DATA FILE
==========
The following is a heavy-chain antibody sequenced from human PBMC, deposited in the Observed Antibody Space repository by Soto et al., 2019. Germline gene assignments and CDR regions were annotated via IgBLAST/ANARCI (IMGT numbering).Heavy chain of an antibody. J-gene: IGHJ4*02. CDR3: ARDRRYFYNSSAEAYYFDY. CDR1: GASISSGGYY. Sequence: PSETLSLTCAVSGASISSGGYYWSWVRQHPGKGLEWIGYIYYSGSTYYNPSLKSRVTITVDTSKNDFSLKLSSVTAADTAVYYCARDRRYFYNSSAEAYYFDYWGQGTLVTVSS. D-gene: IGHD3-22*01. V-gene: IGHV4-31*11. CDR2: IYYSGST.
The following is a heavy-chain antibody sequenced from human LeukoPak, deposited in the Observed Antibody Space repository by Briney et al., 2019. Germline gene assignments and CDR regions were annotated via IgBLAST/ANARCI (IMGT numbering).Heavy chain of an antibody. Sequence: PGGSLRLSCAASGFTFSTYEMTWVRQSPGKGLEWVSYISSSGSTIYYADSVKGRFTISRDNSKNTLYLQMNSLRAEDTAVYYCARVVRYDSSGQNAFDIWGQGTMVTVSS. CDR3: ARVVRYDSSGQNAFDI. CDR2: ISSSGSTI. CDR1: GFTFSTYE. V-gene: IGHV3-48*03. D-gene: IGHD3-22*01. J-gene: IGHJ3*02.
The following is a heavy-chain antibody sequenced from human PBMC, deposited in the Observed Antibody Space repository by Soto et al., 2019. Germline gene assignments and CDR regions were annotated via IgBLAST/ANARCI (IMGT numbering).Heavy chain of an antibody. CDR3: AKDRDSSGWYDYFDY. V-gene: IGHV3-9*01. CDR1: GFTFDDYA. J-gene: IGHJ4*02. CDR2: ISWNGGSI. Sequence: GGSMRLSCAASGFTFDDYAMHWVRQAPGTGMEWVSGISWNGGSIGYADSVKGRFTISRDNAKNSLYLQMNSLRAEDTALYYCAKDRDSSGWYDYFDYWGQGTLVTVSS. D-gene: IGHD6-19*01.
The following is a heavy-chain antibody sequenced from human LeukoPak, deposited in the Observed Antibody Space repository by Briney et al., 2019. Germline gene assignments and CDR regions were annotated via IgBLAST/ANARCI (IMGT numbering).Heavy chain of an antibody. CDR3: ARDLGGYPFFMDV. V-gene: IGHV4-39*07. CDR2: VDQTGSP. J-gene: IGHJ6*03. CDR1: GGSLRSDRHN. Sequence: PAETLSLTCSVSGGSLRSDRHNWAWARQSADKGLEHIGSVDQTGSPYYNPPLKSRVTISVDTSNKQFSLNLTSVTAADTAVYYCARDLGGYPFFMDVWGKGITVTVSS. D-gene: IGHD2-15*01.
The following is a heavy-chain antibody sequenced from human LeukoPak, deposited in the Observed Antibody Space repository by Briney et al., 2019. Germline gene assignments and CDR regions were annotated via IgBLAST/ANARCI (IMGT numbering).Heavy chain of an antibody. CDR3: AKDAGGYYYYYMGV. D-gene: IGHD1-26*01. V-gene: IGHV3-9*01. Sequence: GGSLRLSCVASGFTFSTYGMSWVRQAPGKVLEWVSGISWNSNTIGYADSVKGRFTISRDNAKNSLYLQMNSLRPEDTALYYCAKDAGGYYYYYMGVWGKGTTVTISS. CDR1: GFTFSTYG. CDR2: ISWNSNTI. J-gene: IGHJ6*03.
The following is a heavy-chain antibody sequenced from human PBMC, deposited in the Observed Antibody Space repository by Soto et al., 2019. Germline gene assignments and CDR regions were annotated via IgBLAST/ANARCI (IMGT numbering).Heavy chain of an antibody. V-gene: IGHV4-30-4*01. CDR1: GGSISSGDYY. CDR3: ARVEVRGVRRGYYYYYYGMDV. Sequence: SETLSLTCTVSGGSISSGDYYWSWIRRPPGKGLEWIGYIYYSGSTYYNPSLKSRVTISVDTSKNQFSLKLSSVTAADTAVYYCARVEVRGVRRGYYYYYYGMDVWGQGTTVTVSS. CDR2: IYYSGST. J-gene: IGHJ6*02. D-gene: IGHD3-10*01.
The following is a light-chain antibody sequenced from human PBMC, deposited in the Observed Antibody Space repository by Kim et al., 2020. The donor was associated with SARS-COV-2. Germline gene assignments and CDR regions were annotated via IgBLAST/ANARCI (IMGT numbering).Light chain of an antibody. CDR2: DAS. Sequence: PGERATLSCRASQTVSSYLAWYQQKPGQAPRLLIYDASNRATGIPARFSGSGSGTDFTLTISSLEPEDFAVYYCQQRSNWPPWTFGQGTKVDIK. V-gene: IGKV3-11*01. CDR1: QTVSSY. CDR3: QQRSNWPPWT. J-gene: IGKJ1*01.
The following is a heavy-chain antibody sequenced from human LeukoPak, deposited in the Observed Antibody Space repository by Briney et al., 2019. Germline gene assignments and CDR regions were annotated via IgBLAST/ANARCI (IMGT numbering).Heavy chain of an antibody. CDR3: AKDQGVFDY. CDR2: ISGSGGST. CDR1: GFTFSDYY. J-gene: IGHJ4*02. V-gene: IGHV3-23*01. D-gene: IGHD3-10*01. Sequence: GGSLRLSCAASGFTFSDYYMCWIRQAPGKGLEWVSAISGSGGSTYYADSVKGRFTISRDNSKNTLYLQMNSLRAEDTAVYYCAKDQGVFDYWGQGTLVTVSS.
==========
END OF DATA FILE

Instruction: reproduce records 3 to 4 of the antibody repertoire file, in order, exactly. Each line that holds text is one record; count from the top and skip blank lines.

The following is a heavy-chain antibody sequenced from human PBMC, deposited in the Observed Antibody Space repository by Soto et al., 2019. Germline gene assignments and CDR regions were annotated via IgBLAST/ANARCI (IMGT numbering).Heavy chain of an antibody. CDR3: AKDRDSSGWYDYFDY. V-gene: IGHV3-9*01. CDR1: GFTFDDYA. J-gene: IGHJ4*02. CDR2: ISWNGGSI. Sequence: GGSMRLSCAASGFTFDDYAMHWVRQAPGTGMEWVSGISWNGGSIGYADSVKGRFTISRDNAKNSLYLQMNSLRAEDTALYYCAKDRDSSGWYDYFDYWGQGTLVTVSS. D-gene: IGHD6-19*01.
The following is a heavy-chain antibody sequenced from human LeukoPak, deposited in the Observed Antibody Space repository by Briney et al., 2019. Germline gene assignments and CDR regions were annotated via IgBLAST/ANARCI (IMGT numbering).Heavy chain of an antibody. CDR3: ARDLGGYPFFMDV. V-gene: IGHV4-39*07. CDR2: VDQTGSP. J-gene: IGHJ6*03. CDR1: GGSLRSDRHN. Sequence: PAETLSLTCSVSGGSLRSDRHNWAWARQSADKGLEHIGSVDQTGSPYYNPPLKSRVTISVDTSNKQFSLNLTSVTAADTAVYYCARDLGGYPFFMDVWGKGITVTVSS. D-gene: IGHD2-15*01.